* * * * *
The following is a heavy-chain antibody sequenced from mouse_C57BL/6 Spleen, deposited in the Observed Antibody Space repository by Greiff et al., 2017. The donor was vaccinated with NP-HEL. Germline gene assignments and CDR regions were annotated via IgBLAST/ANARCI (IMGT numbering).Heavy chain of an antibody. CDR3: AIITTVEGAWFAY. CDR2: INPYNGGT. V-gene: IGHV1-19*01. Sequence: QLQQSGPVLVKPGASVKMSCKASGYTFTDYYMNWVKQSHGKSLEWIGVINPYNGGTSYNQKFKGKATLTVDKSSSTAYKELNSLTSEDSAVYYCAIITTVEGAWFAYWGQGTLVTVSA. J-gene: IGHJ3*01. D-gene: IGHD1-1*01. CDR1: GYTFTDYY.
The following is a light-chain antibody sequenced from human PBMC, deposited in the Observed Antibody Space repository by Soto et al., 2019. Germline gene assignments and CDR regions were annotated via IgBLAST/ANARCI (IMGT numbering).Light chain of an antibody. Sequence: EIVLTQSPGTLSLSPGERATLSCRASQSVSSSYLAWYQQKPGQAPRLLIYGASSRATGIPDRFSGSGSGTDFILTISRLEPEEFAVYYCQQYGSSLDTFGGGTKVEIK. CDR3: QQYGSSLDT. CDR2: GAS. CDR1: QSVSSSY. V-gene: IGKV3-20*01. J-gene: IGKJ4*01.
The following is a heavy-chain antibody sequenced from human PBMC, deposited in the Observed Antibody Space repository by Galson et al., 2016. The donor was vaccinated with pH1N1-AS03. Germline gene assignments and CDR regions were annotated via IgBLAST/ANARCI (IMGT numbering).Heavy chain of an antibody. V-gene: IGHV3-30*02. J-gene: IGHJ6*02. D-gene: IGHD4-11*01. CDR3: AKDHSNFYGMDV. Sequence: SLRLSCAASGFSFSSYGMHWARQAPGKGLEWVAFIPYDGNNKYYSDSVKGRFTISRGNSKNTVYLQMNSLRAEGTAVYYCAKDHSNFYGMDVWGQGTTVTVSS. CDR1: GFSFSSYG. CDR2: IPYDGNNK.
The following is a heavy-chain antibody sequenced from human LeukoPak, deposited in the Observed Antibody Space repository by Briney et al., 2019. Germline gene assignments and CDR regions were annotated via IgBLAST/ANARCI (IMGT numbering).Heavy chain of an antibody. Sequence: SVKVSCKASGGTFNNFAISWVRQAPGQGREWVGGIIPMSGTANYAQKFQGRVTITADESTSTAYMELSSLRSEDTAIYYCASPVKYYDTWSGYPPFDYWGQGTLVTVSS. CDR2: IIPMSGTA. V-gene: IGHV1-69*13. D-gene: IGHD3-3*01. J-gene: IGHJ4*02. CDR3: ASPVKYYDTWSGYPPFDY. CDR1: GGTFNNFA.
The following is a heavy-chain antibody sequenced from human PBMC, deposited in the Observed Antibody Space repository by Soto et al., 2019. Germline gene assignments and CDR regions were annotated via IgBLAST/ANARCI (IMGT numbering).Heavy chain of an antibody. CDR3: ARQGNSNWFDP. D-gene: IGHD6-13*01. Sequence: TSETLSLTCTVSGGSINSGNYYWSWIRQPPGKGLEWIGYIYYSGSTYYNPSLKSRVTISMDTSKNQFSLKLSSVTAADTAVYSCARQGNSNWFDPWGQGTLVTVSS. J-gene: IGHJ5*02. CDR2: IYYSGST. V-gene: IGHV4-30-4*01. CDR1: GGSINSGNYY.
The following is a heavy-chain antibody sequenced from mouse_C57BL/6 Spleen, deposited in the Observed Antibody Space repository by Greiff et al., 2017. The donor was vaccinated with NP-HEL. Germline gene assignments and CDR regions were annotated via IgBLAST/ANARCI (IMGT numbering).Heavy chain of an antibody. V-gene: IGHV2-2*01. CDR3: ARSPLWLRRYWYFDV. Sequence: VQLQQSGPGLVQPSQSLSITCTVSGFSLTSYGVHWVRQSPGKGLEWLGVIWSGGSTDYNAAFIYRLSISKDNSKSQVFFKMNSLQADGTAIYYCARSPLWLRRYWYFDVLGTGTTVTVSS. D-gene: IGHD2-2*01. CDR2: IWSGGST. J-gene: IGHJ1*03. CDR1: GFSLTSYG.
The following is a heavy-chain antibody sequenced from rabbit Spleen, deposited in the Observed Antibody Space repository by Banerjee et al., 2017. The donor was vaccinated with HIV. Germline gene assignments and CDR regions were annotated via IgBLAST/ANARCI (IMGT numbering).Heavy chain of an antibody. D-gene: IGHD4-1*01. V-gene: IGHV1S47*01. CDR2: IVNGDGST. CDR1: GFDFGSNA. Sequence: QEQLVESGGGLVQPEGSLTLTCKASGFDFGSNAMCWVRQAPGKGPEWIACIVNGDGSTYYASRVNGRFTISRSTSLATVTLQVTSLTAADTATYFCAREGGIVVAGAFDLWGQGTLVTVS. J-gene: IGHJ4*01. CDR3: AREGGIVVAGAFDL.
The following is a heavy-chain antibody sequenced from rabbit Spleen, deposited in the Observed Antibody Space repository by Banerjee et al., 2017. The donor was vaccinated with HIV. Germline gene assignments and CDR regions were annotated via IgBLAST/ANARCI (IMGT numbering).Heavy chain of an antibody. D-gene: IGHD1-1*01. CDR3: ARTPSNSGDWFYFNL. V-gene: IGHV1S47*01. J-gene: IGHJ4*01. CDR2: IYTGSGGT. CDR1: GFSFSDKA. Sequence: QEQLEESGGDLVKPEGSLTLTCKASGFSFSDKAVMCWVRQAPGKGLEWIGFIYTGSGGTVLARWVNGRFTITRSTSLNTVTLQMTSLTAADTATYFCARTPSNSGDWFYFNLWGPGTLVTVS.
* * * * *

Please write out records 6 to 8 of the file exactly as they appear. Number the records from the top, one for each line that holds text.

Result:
The following is a heavy-chain antibody sequenced from mouse_C57BL/6 Spleen, deposited in the Observed Antibody Space repository by Greiff et al., 2017. The donor was vaccinated with NP-HEL. Germline gene assignments and CDR regions were annotated via IgBLAST/ANARCI (IMGT numbering).Heavy chain of an antibody. V-gene: IGHV2-2*01. CDR3: ARSPLWLRRYWYFDV. Sequence: VQLQQSGPGLVQPSQSLSITCTVSGFSLTSYGVHWVRQSPGKGLEWLGVIWSGGSTDYNAAFIYRLSISKDNSKSQVFFKMNSLQADGTAIYYCARSPLWLRRYWYFDVLGTGTTVTVSS. D-gene: IGHD2-2*01. CDR2: IWSGGST. J-gene: IGHJ1*03. CDR1: GFSLTSYG.
The following is a heavy-chain antibody sequenced from rabbit Spleen, deposited in the Observed Antibody Space repository by Banerjee et al., 2017. The donor was vaccinated with HIV. Germline gene assignments and CDR regions were annotated via IgBLAST/ANARCI (IMGT numbering).Heavy chain of an antibody. D-gene: IGHD4-1*01. V-gene: IGHV1S47*01. CDR2: IVNGDGST. CDR1: GFDFGSNA. Sequence: QEQLVESGGGLVQPEGSLTLTCKASGFDFGSNAMCWVRQAPGKGPEWIACIVNGDGSTYYASRVNGRFTISRSTSLATVTLQVTSLTAADTATYFCAREGGIVVAGAFDLWGQGTLVTVS. J-gene: IGHJ4*01. CDR3: AREGGIVVAGAFDL.
The following is a heavy-chain antibody sequenced from rabbit Spleen, deposited in the Observed Antibody Space repository by Banerjee et al., 2017. The donor was vaccinated with HIV. Germline gene assignments and CDR regions were annotated via IgBLAST/ANARCI (IMGT numbering).Heavy chain of an antibody. D-gene: IGHD1-1*01. CDR3: ARTPSNSGDWFYFNL. V-gene: IGHV1S47*01. J-gene: IGHJ4*01. CDR2: IYTGSGGT. CDR1: GFSFSDKA. Sequence: QEQLEESGGDLVKPEGSLTLTCKASGFSFSDKAVMCWVRQAPGKGLEWIGFIYTGSGGTVLARWVNGRFTITRSTSLNTVTLQMTSLTAADTATYFCARTPSNSGDWFYFNLWGPGTLVTVS.